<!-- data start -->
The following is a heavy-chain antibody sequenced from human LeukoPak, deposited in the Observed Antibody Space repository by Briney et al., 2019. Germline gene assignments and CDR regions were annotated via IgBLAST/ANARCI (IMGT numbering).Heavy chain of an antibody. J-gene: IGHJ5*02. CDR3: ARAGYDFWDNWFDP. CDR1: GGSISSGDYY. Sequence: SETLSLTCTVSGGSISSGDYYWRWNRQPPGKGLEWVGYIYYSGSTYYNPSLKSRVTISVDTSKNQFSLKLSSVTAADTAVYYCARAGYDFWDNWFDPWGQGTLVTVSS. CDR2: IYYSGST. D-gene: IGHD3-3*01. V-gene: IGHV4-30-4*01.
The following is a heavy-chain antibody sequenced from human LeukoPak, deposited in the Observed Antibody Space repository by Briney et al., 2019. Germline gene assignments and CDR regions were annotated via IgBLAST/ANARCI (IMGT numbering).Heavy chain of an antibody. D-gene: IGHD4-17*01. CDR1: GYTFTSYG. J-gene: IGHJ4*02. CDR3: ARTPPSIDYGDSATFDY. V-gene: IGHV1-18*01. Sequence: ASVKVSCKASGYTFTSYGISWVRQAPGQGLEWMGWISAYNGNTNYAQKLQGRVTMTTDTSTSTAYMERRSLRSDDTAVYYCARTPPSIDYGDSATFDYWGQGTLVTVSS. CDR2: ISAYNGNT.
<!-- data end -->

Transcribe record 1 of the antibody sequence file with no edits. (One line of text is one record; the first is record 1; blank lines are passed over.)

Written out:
The following is a heavy-chain antibody sequenced from human LeukoPak, deposited in the Observed Antibody Space repository by Briney et al., 2019. Germline gene assignments and CDR regions were annotated via IgBLAST/ANARCI (IMGT numbering).Heavy chain of an antibody. J-gene: IGHJ5*02. CDR3: ARAGYDFWDNWFDP. CDR1: GGSISSGDYY. Sequence: SETLSLTCTVSGGSISSGDYYWRWNRQPPGKGLEWVGYIYYSGSTYYNPSLKSRVTISVDTSKNQFSLKLSSVTAADTAVYYCARAGYDFWDNWFDPWGQGTLVTVSS. CDR2: IYYSGST. D-gene: IGHD3-3*01. V-gene: IGHV4-30-4*01.